Photo Credit: Yvonne Verlinden
While separated bike lanes are becoming more common in Toronto, intersections remain a danger point for cyclists. According to a 2015 Cycling Safety Study conducted in Vancouver, the majority of collisions involving cyclists happen within intersections, and in 93% of cases, cyclists had the right of way upon collision. Currently, bike lanes in many Canadian cities disappear at intersections to make room for right and left hand turn lanes, leaving cyclists unprotected when they are at their most vulnerable.
Some municipalities are beginning to reassess the design of urban intersections, in hopes of improving safety and comfort for all road users.
One of the most prevalent types of collisions occurring in intersections is between motor vehicles turning right and cyclists proceeding straight, often called a right hook. According to the Vancouver study, right hooks account for 13% of all collisions involving cyclists, conflicts that can be addressed through intersection design. Adding a barrier and caution signs at the start of an intersection creates a visual reminder and physical separation between vehicles and cyclists. The barrier forces a wider, slower turn, thus reducing the likelihood of a collision. The City of Montreal recently installed an example of this design at the intersection of Rue de Bellechasse and St Laurent in Montreal. Notice how the level of protection for cyclists increases at the intersection.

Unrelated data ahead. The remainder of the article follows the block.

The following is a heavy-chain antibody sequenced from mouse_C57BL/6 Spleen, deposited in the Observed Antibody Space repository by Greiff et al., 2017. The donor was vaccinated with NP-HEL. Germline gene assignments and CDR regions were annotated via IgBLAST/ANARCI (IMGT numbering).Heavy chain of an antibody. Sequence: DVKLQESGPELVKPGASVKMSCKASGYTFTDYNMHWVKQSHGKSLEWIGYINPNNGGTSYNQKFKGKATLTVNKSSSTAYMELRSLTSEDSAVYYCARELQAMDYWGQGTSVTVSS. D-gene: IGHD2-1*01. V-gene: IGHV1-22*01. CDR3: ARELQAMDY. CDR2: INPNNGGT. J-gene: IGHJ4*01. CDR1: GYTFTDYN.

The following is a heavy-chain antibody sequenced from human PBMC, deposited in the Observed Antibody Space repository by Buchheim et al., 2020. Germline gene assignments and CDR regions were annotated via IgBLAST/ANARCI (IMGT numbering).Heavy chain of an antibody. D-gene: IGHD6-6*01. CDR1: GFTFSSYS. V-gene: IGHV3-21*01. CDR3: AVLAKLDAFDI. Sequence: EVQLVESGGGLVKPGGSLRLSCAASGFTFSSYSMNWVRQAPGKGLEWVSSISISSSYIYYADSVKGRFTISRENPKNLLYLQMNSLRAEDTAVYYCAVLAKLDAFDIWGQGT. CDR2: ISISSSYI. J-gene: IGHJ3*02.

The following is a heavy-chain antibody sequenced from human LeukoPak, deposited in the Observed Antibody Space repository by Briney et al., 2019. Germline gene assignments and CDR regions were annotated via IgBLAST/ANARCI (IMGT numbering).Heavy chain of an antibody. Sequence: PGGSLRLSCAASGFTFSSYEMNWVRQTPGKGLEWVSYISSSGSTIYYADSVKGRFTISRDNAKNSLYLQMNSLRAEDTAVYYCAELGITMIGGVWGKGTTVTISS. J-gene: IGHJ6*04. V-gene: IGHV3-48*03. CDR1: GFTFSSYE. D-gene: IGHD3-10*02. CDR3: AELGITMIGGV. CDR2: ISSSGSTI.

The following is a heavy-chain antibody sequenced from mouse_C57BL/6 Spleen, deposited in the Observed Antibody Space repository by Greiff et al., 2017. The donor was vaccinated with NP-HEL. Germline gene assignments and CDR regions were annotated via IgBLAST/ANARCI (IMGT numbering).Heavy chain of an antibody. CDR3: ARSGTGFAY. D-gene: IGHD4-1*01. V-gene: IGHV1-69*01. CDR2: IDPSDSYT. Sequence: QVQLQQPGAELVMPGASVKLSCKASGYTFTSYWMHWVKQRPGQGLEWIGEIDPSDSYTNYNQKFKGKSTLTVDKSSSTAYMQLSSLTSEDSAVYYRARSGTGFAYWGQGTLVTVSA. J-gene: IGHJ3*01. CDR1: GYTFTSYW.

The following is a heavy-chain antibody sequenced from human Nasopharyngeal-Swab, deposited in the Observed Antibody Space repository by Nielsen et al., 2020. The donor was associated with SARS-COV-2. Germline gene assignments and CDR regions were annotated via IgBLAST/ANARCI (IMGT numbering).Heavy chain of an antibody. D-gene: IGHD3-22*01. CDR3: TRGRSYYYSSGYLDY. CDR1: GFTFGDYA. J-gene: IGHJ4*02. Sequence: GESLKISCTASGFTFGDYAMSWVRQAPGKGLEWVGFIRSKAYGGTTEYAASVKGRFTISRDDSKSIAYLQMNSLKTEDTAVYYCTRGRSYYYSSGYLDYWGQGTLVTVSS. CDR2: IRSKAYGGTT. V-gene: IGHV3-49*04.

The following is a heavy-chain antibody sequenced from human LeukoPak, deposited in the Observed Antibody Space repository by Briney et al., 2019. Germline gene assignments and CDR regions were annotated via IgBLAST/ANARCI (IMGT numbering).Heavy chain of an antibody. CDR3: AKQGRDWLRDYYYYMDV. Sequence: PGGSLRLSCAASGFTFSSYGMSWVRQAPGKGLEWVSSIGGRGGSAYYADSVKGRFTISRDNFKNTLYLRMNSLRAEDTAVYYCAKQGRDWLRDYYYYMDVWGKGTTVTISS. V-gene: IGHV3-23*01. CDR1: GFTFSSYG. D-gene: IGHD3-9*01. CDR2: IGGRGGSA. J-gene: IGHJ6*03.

Combining separation barriers with bicycle priority street signals and designated crossings separate from pedestrians can further improve the safety and orderly use of the intersection. The recent redesign of Burrard and Pacific Street in Vancouver provides a good example of options to consider when the opportunity arises to completely rebuild an intersection. A review of the Burrard St changes can be found on the Complete Streets for Canada website.
Toronto is also starting to innovate with intersection design. The nearly-completed re-organization of Bathurst and Adelaide provides cyclists with a protected contraflow lane and lay-by to safely access the Adelaide Street bike lane. Similar re-designs are planned for the Queen/Peter/Soho intersection and at Woodbine Ave/O’Connor Drive in 2018.